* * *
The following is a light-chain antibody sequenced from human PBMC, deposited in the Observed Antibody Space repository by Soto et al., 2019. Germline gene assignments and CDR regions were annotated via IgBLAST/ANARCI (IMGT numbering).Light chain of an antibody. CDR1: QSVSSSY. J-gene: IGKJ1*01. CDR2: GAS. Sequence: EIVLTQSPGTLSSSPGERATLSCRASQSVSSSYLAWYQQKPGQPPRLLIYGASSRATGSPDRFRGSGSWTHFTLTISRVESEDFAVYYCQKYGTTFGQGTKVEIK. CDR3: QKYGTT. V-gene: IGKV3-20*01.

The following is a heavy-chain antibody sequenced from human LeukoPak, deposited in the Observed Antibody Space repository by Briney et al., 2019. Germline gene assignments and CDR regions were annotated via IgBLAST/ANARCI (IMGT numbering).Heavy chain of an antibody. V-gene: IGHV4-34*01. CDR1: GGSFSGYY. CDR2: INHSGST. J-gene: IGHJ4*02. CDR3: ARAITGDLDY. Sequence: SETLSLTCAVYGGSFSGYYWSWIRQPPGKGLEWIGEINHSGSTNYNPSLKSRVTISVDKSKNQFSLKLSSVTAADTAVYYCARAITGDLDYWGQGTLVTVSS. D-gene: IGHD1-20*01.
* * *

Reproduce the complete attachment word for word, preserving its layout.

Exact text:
The following is a light-chain antibody sequenced from human PBMC, deposited in the Observed Antibody Space repository by Soto et al., 2019. Germline gene assignments and CDR regions were annotated via IgBLAST/ANARCI (IMGT numbering).Light chain of an antibody. CDR1: QSVSSSY. J-gene: IGKJ1*01. CDR2: GAS. Sequence: EIVLTQSPGTLSSSPGERATLSCRASQSVSSSYLAWYQQKPGQPPRLLIYGASSRATGSPDRFRGSGSWTHFTLTISRVESEDFAVYYCQKYGTTFGQGTKVEIK. CDR3: QKYGTT. V-gene: IGKV3-20*01.

The following is a heavy-chain antibody sequenced from human LeukoPak, deposited in the Observed Antibody Space repository by Briney et al., 2019. Germline gene assignments and CDR regions were annotated via IgBLAST/ANARCI (IMGT numbering).Heavy chain of an antibody. V-gene: IGHV4-34*01. CDR1: GGSFSGYY. CDR2: INHSGST. J-gene: IGHJ4*02. CDR3: ARAITGDLDY. Sequence: SETLSLTCAVYGGSFSGYYWSWIRQPPGKGLEWIGEINHSGSTNYNPSLKSRVTISVDKSKNQFSLKLSSVTAADTAVYYCARAITGDLDYWGQGTLVTVSS. D-gene: IGHD1-20*01.